Here’s an interesting one from Colin – thanks again! This is an onion flavored shoyu. I’ve had a few onion flavor varieties – let’s give this one from Itomen a try!
Here’s the back of the package (click to enlarge). Unsure whether it has meat or not. To prepare, add noodle block and clear sachet to 500ml boiling water and cook 3 minutes. Add in soup base. Stir and enjoy!
The noodle block.
The soup base sachet.
A light tan powder.
A sachet of onions.
A decent quantity.
Finished (click to enlarge). Adde Salad Cosmo mung bean sprouts, spring onion, chashu pork and hard boiled egg. The noodles were excellent – imagine if you had 2 standard instant noodles that were next to eachother. It’s like that; like a double-wide instant noodle and it works quite well. The broth was good – definitely shoyu, however not getting a huge amount of ‘onionniness’ from it. The onions did hydrate well, but they could definitely have been bigger and in the same quantity – would’ve worked better. 3.5 out of 5.0 stars. JAN bar code 4901104132269.
Here’s one my lovely wife got me during a birthday trip to Richmond, BC on my birthday! I really like this packaging; very retro! Let’s check it out!
Here’s the import sticker.
Here’s the back of the package (click image to enlarge). Looks to be vegetarian friendly but look for yourself.
The noodle block.
The dry seasoning sachet.
Has a nice buttery scent.
The sesame oil sachet.
This has a very strong sesame scent.
Finished (click image to enlarge). Added imitation crab meat. The noodles have a lightness to them that is really great. Very springy and mellow. The broth is rather overwhelmed by the sesame oil, but that’s not a complaint. The crab flavor is light. It’s got a warm stick-to-your-ribs buttery comfort-food appeal I found. 4.0 out of 5.0 stars.UPC bar code 4901104150157.
Here’s one that the folks from God Of Patena sent – thanks! Very little English on here – searched and translated via UPC code and kept coming up with ‘chanpon’ over and over so I’m calling it that. Also found it called ‘champon’ too, but more often than not it was ‘chanpon.’ Most things show it as a seafood broth, but as you can see on the package, it looks like ham or smoked pork. I also saw mention that this was a borrowed noodle soup from Chinese culture; like jjamppong perhaps? Let’s check it out!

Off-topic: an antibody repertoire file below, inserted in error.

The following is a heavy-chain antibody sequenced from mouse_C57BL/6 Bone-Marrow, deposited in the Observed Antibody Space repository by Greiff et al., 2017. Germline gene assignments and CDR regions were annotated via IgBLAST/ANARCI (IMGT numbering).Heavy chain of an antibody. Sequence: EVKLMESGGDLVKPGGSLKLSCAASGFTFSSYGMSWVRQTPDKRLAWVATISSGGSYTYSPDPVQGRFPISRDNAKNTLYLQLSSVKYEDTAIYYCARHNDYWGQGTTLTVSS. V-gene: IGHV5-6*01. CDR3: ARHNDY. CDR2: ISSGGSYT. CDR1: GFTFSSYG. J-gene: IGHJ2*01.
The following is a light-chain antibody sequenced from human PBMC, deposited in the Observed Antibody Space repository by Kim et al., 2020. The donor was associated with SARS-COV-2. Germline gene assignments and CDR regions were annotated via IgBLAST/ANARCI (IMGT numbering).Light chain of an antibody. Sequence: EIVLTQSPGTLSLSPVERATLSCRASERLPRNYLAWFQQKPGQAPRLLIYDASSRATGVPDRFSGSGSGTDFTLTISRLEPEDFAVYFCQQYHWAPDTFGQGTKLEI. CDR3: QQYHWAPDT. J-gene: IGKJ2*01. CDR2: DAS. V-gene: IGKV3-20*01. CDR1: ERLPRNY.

The back of the package (click image to enlarge).
The noodle block. It reminds me of waves lapping a distant shore.
The seasoning packet.
A nice scent with seafood notes.
Looks like cabbage and shrimp and maybe some other things going on.
Finished (click image to enlarge). Added thin sliced chuck sauteed in garlic and Worcestershire sauce, carrot, mushroom, egg and sweet onion. The noodles are wonderful – thin and elastic with a perfect consistency. The broth is light and almost cheery – a nice savory taste. The extra bits hydrated well. 4.25 out of 5.0 stars.UPC bar code 4901104100015
A bunch of Japanese TV commercials from 1987 – there’s an Itomen one at 1m30s.
Here’s one I got at Uwajimaya in Beaverton, OR on the way home from our big California trip this summer. I’m sure there’s a better translation for it’s name, but this is what I came up with. Shall we?
Import sticker info.
Side panels – click to enlarge.
The noodle block. Note its slightly darker color – buckwheat.
A big seasoning packet.
The large amount of powder.
Hey – wild plants!
Looks like some interesting stuff here.
A smaller red packet…
Red pepper flakes!
Finished (click image to enlarge). The noodles are a little on the crumbly and weak of character side – kind of a surprise. The broth is salty, kind of sweet and also has a fish component. The edible wild plant is pretty good stuff – lots of it – as well as a couple little tempura bits thrown in. The short bean looking things are quite good. The more I ate it, the more I liked it. 3.25 out of 5.0 stars. UPC bar code 4901104302518 .
This one was a puzzle – the only things in English on the packaging wwas a website called itomen.co.jp. I sent out a call for help in identifying this one and got help from a reader named Eric Z. from Parkland, FL! He scanned the bar code on the image and found it on Google! Not too shabby! Thanks again! Now let’s open this one up and see what’s inside.
On the left is a packet of dry seasoning and veggies, on the right, a bunch of little bits of who knows what. Upon opening the packet on the right, I figured out it was bits of tempura.
Awaiting the boiling water. I set the tempura pearls aside as they’d get real soggy while the noodles cooked.
Click image to enlarge. Added two fried eggs and sprinkled all the tempura on at the end. The broth is very tasty – the tempura was crunchy for a short time and then made the broth stewlike. The noodles were excellent and delicious. The eggs tied everything together. I loved this one – super good! 4.5 out of 5.0 stars!
Not sure if it relates, but here’s how Okinawa soba noodles are made.